You’ve probably felt the satisfaction that comes with truly nailing a yoga pose, especially one that usually starts off with multiple tumbles to the floor, like an arm balance. Yoga is a journey, though, one that never ends. Once you can tackle one yoga pose, step up your game and try something new—something that keeps the challenges coming. Enter baby crane!
“Baby Crane,” or baby bakasana, is a cross between crane (Bakasana) and duck pose (Karandavasana). This challenge pose is a tricky little forearm balance that requires a certain degree of shoulder and core strength, as well as a sense of fearlessness. Your face gets super close to the floor when in its final form, so you must resist the urge to face plant! (And hey, if you do, as we say in yoga: dust yourself off, and try it again!)
While it may look easy, it’s far from simple. This pose gives you the chance to try something whimsical and fun, and it’s a great way to step out of your comfort zone if you already practice crane with ease. So, we dare you. Read on to discover what this pose will achieve in your body, and how to do it.
Benefits Of Baby Crane Pose
Baby crane pose strengthens the shoulders and arms; creates a stretch through the upper back, since your spine is deeply in flexion, or rounded; and helps to tone the core. Baby bakasana will also help create more strength in your wrists and forearms and really brings home the idea of “root to rise”—a cue that I adore. “Root to rise” means you have to ground down (push the floor away) to lift or hold yourself up. It really creates a sense of isometric, energetic strength.
1. Set up as you would for crane pose. If you aren’t familiar with crane pose, no worries. You will begin by coming into a low squat (malasana), with your knees bent. Come up onto the balls of your feet, bring your big toes together and separate your knees wide apart. I like to try to balance here for several breaths, keeping the spine nice and long, and drawing the abdominals in and up.
2. Next, plant your hands on the mat in front of you, just wider than shoulder-width apart, then bend your elbows and place your forearms down on the mat. Make sure your forearms are parallel to one another and that your elbows aren’t splaying out to the sides. Firm the outer, upper arms in as you would in downward dog.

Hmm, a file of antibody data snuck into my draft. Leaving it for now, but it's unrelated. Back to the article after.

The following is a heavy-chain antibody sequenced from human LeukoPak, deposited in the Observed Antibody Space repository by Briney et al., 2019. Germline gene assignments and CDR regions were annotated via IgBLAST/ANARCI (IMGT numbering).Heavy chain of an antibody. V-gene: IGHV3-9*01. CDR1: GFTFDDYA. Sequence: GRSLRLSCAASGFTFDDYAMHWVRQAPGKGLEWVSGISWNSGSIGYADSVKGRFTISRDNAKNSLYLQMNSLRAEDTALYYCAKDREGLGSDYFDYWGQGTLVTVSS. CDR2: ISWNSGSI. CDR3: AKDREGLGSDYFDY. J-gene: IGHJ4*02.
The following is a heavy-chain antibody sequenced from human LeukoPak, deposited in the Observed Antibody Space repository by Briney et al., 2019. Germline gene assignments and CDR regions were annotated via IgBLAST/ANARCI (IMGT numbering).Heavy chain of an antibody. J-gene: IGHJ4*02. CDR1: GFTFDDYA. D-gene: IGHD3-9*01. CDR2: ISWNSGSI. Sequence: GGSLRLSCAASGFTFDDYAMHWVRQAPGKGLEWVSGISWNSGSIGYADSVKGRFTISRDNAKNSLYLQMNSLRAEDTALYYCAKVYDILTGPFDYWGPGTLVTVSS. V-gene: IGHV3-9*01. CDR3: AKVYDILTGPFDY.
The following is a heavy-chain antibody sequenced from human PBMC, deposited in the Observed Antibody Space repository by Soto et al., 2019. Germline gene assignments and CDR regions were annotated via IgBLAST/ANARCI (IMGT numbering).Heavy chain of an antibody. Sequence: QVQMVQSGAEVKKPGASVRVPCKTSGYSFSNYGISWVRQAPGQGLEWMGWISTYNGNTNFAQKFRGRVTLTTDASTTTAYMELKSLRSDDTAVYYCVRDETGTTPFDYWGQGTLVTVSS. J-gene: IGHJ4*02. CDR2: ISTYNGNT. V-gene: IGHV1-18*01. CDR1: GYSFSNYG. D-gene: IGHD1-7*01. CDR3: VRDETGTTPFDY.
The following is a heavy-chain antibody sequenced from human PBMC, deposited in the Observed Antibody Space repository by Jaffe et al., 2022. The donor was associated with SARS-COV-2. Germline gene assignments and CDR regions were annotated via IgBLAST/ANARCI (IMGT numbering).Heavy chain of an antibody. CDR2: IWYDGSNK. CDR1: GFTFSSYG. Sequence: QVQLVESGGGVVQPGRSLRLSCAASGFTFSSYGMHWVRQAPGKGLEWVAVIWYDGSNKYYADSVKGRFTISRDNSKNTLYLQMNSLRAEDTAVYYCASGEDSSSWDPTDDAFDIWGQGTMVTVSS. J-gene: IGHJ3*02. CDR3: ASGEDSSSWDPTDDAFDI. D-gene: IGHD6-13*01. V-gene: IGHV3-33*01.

3. Lift your hips up slightly and begin to hug your knees around your upper outer arms. Find the action of squeezing your legs in toward the midline of your body. Imagine there are tiny magnets on the outer arms, and your inner thighs are drawn toward them.
4. Shift your weight forward and keep your gaze just ahead of your fingertips. When you look down, you fall down! Remember, your face will be just hovering off the mat. Begin to round through your upper back and come up onto the tips of your toes. Play here. See what happens if one foot leaves the ground; place it back down. Try the other foot. What happens if BOTH lift off? If you do find liftoff, bring the tops of your feet away from the floor, drawing your heels up high in toward your bottom. Hold for several deep breaths if you can. Resist the urge to “dump” into your shoulders to avoid strain.
It takes a fair amount of strength in your belly, back and arms to pull this baby bird pose off. If it seems impossible, don’t fret. Simply work on some of the poses we have covered earlier in this series to build the proper strength. Keep at those chaturangas; work on holding your boat pose. Practice the concepts from crane pose, if you have taken this one on before, and apply them toward baby crane. With some practice, you will soon be on your way. And guess what? Once you get this baby down, there’s always more to learn.
Model: Lana Russo
Photo by: Kim Hurst
Clothing by: lululemon